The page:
This latest issue of Inspire says America uses drones in a "cowardly" way:

In Yemen, they roam over Muslim houses, terrorizing children, women and the weak. Moreover they bombard 'suspected' targets in villages, towns and cities. Why? Because far from Yemen, in the Whitehouse [sic], Obama took a decision. He decided to start a new chapter, a chapter more savage and barbaric than the previous chapters of the crusade on Yemeni Muslims. A chapter which relies on the strategy of the unmanned drones, 'the strategy of signature strikes'.

This strategy allows officials in the CIA and the PTSD army to carry out attacks on any human, vehicle or building in Yemen if 'suspected' to be a threat to the security of the US without the need to identify the real identity of the target, whether Al-Qaeda or not. This includes women and children. Just because an American 'feels' this person poses danger. Whenever they have this 'feeling' they order for a 'Hell Fire missile' to be launched.

These missiles are usually carried by the unmanned drones to kill this or that target cold-bloodedly. Of course! Obama is declaring a crusade! These missiles have no eyes and their launchers are more blind. They kill civilians more than mujahideen.

Obviously, there's some exaggeration here; that's the way propaganda works. But propaganda is most powerful when it's at least within shouting distance of the truth--and, unfortunately, that's the case here. Obama's drone strikes have killed, if not more civilians than mujahideen, lots of civilians, including women and scores of children. Every time such killing happens, the jihadist narrative, the narrative that seems to have seized the minds of the Tsarnaev brothers, gains a measure of strength.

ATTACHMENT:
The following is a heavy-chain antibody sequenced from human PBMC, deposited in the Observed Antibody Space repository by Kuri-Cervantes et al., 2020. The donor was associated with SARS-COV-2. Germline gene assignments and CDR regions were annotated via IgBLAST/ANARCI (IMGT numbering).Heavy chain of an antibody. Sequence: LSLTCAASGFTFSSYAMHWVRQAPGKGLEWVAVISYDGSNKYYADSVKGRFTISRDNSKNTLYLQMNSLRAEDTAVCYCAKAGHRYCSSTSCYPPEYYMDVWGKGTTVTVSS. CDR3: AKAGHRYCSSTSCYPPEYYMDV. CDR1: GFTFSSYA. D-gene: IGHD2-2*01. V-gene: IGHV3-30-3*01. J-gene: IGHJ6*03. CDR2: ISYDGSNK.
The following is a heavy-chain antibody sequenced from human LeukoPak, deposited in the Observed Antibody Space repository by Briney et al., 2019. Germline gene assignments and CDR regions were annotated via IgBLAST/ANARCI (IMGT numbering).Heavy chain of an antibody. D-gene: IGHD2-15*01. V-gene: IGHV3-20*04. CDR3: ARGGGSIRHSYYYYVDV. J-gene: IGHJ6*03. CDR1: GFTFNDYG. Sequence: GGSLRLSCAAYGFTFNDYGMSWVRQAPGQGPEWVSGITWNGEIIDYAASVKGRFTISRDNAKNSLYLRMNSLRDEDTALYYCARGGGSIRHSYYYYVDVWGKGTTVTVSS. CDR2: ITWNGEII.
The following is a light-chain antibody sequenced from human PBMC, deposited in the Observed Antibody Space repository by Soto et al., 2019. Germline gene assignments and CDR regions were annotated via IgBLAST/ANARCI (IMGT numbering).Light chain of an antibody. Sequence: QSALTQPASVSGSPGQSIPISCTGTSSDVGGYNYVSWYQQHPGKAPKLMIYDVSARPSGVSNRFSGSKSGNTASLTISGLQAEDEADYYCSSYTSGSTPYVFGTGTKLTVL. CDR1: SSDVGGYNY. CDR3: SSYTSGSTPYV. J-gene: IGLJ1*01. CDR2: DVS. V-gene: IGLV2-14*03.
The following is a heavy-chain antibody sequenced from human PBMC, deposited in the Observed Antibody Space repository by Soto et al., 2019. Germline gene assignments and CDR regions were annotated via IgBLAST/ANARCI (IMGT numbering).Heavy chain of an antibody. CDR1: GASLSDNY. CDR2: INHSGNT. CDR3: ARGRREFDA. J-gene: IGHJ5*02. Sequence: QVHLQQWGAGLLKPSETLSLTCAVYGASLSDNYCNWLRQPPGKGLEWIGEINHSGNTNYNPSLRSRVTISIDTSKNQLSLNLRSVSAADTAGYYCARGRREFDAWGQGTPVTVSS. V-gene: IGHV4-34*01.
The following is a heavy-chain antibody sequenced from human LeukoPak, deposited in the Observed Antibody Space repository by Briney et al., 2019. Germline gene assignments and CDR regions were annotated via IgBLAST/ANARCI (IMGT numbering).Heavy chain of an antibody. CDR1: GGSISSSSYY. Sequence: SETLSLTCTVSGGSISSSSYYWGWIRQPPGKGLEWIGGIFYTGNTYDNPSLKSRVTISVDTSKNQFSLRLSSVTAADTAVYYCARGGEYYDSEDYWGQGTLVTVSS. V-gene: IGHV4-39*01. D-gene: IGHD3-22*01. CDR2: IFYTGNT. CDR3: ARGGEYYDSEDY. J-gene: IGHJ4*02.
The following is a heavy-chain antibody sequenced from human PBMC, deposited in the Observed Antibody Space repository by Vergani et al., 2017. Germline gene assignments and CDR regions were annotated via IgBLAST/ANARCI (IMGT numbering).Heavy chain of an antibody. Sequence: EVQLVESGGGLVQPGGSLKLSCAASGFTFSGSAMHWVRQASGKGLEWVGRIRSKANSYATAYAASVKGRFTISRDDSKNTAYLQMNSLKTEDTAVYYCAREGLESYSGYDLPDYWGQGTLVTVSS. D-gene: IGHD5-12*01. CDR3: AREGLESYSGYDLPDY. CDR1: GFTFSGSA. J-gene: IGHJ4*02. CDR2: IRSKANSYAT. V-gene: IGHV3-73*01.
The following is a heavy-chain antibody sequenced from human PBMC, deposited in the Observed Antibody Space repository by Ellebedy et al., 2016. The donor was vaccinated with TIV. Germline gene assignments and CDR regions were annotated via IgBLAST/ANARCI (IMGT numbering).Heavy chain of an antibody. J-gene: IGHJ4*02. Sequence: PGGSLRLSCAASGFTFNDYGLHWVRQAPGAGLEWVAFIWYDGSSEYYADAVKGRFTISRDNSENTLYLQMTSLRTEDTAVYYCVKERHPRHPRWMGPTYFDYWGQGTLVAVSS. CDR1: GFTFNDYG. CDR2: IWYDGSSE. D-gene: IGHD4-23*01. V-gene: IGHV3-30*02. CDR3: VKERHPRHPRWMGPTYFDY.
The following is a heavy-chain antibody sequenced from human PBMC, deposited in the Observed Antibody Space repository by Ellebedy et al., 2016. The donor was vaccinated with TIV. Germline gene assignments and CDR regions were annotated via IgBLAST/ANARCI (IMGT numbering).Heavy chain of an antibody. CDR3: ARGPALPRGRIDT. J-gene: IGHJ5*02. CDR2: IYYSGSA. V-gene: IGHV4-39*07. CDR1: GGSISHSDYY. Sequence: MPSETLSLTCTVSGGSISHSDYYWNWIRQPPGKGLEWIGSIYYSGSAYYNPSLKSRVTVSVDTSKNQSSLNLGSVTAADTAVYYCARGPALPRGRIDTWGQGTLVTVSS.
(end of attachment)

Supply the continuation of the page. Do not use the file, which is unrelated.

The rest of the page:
So did one or both Tsarnaev brothers actually read Inspire? Pro Publica has suggested that Tamerlan did. But whether or not he did, the drone-strike trope has become a standard theme in jihadist propaganda channels, and there's strong evidence that Tamerlan was tuned in to those channels. And he seems to have been buying the larger America-is-at-war-with-Islam meme. A man who knew Tamerlan says he "was upset with America because America was in Afghanistan and other Muslim countries."

No doubt there were lots of ingredients in Tamerlan's radicalization, possibly including Russia's brutal treatment of fellow Chechens. He may have even gotten inspiration or guidance during a 2012 trip to Russia. But his radicalization seems to have preceded that trip, and, in any event, in the end he needed a rationale for killing Americans, not Russians. That's where drone strikes can come in handy, and the latest issue of Inspire spells out the logic explicitly: Because America is "ruled by the people," its "rulers (people) should pay for their country's action till they change their system and foreign policies." So "war on America including civilians" is legitimate, says Inspire, so long as Americans are killing Muslim civilians with drone strikes. "The equation should be balanced. Like they kill, they will be killed."